Women with Polycystic Ovary Syndrome or PCOS battle with many symptoms that affect their lives in ways that can be physically and mentally challenging. Due to high levels of the male hormone, women are faced with weight problems, irregular menstrual cycle, constipation, unwanted facial and body hair, acne, hair loss and mental health issues.
Furthermore, PCOS can cause complications such as obesity, diabetes, endometrial cancer, depression, infertility, and if successful at becoming pregnant, miscarriage or premature birth. The hormone imbalance in women is mainly caused by genetics and there is no cure for the disease.
Fortunately, women with PCOS can manage the problem with medication and a few lifestyle changes. This is usually the recommendation given by doctors treating women with the condition. In reality, making these changes is not as easy as it sounds.
PCOS causes you to feel hungry despite eating, fatigued even after sleeping a lot, moody on different days, and frustrated for numerous reasons. On top of dealing with work and family life, you have to eat bland tasting foods, take metformin as recommended by your doctor, do glucose testing daily, have a bloated stomach despite doing crunches, and spend endless hours and money treating acne and hair loss.
The good news is that women who find the power to fight through the rainy days with PCOS and make the necessary lifestyle changes, find success with managing the condition. They lose weight, regulate their periods and bowel movements, grow their hair naturally, obtain smooth skin, and have brighter moods more often. They ovulate, get pregnant, have healthy babies, and get accustom to the lifestyle that seemed impossible when they started. Here are 5 tips for managing PCOS.
5 tips for managing PCOS
1. Eat less fats and carbohydrates
Women can manage their weight and reduce the risk of diabetes by following a low carbohydrate or low glycemic index diet. Cut your sugars, carbohydrates and fatty foods in half. This means to eat less breads, pastries, rice, ground provisions, use little or no sugar in your tea and drinks, and ease up on the fried foods and alcohol.
If you are accustomed to eating four slices of bread for breakfast then try two slices but with more protein in between. At lunch time, eat less rice or pasta with more peas, meats, and green vegetables on your plate.
2. Relieve stress to treat PCOS
According to science writer Laurie Ray, women with PCOS are about three times more likely to experience depression and anxiety than people without PCOS. The reasons for this are still unclear.
First thing you should do is find out the source of your stress. Is the problem your boss, partner, parent, children, friend, or neighbour? If so, then work on your relationships immediately. At the same time, relax your nerves with techniques such as deep breathing, reading a book, writing in a journal, listening to music and exercising.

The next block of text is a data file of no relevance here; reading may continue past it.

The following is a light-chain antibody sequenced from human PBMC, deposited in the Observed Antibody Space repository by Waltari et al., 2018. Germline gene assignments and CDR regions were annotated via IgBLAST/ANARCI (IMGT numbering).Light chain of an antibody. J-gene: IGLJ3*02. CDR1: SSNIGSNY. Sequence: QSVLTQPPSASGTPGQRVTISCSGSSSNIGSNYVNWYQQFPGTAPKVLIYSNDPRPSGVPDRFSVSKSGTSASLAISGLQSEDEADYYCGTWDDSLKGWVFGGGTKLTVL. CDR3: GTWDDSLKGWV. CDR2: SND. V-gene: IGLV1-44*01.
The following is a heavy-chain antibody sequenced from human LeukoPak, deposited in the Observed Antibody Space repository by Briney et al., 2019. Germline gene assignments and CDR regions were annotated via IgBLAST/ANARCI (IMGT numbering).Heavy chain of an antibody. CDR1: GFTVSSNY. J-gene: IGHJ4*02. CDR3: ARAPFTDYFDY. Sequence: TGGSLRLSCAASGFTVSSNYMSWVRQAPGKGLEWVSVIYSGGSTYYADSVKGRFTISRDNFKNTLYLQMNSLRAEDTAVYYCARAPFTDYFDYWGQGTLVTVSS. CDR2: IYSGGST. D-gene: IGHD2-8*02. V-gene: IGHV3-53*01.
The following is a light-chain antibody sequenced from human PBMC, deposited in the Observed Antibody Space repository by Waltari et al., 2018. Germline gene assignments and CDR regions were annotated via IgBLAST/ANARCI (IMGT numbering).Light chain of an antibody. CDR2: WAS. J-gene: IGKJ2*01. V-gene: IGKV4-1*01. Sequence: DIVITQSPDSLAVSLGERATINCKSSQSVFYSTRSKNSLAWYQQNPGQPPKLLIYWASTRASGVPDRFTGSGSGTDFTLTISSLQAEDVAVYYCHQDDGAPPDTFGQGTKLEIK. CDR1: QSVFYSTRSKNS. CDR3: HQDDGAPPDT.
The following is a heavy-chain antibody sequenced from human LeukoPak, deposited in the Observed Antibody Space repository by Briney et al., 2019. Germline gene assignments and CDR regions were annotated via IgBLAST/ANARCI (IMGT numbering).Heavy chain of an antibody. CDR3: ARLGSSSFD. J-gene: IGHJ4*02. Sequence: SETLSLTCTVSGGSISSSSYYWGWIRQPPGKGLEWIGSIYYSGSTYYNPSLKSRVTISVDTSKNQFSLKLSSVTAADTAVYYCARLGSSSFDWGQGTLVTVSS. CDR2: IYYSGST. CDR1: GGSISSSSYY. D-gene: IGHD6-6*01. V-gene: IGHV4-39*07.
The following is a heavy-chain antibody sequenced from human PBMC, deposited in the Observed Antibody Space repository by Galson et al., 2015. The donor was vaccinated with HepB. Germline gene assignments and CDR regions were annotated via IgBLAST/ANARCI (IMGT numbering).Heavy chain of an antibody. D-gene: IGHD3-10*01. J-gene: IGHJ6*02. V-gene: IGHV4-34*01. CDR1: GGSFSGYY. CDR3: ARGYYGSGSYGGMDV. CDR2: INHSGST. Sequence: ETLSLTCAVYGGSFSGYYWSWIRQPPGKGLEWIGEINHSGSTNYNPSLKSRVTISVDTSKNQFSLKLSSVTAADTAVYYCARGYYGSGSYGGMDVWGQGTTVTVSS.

3. Work out daily
In order to maintain a healthy weight, you need to burn calories every day since you eat foods every day. The challenge for women with PCOS is to overcome the exercise struggle by finding energy to work out. This requires making adjustments to your lifestyle which would benefit your health in numerous ways.
First, calculate your Body Mass Index or BMI using your age, height and weight and you will see what is considered your “normal weight” according to the World Health Organisation. Then, practise yoga daily like Sun Salutation, join a gym, make laps around your block, or work out in front your TV or computer. You can even do something that does not feel like exercise like starting a home garden, doing some landscaping around your yard, wining your waistline or playing a sport.
4. Visit your gynaecologist often
Many women may visit their OBGYN every 3 years for a recommended Pap smear. Women with PCOS should visit their doctor as often as possible to get all the necessary advice, screenings and medications to treat their condition. If a Pap smear shows abnormality at any time, a woman may be advised to have one done every six months.
When you are trying to get pregnant, you may be advised to have a Progesterone test, Oral Glucose Tolerance test and a Hysterosalpingogram or HSG done. After knowing your status, you can be treated accordingly by your doctor. Many women with PCOS are successful at becoming pregnant after treatment.
5. Take your medications for PCOS
It is very important to note that when treating PCOS, you must take all medications as prescribed. It is common for women with PCOS to use birth control or Metformin to regulate periods and Clomid if you are trying to conceive. Also, your doctor may recommend you take a progesterone supplement and folic acid. Some tablets may be taken one, two or three times daily with meals. To avoid missing your dosages, you can set alarms to alert you each time you need to pop a pill.
Some may find it very difficult to manage a strict diet, stay stress-free, exercise daily, visit a doctor often, and still maintain a tablet schedule, but the effort is worth it. By doing what it takes to treat PCOS, as a result, you will achieve your “normal weight”, lower your risk of getting diabetes or ovarian cancer, have a better head of hair, clearer skin, an improved self-esteem, frequent periods, ovulation and a greater chance of having healthy babies.
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